JCWI faced a series of obstacles in fighting for the future of this client. By August 2016 we had exhausted all rights of appeal. Despite an initial refusal of legal aid, we lodged a Cart Judicial Review (a JR is the legal procedure to review a decision of a public body, such as the Home Office). This was successful, meaning that the appeal proceedings were revived and our client’s appeal was allowed. In March 2017 our client was granted limited leave to remain for 30 months with recourse to public funds.
Our client suffers from Bipolar Affective Disorder and lives in supported accommodation. Had JCWI not continued to fight, he would have been forced to return to Nigeria, where mental health support services are non-existent. He would have had to leave behind his support system, namely his wife and sister, in the UK. The likelihood of him relapsing upon return was high.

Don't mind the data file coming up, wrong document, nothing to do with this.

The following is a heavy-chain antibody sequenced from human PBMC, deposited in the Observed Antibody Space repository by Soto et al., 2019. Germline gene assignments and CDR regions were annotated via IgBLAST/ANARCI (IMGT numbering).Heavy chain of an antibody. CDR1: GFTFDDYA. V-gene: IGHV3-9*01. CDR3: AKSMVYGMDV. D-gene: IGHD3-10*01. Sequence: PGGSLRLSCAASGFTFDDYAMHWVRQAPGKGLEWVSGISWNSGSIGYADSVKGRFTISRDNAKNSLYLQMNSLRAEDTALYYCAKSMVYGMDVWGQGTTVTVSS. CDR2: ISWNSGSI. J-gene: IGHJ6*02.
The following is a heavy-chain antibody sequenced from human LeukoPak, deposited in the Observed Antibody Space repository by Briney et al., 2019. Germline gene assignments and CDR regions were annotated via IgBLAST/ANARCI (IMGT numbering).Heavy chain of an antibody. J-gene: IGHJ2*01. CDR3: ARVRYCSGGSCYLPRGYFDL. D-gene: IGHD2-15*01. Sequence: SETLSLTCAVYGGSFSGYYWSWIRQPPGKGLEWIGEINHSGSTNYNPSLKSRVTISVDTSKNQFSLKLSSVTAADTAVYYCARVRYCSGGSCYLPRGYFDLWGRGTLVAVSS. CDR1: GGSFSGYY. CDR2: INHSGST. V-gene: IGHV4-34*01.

This had all been accepted at our client’s first appeal at the First Tier Tribunal (FtT), and yet it was still dismissed. This error was subsequently corrected by the Upper Tribunal, which found that the judge in the original appeal had in fact made an error of law: having accepted that our client was likely to suffer a mental health relapse if returned to Nigeria, the judge should have allowed the appeal.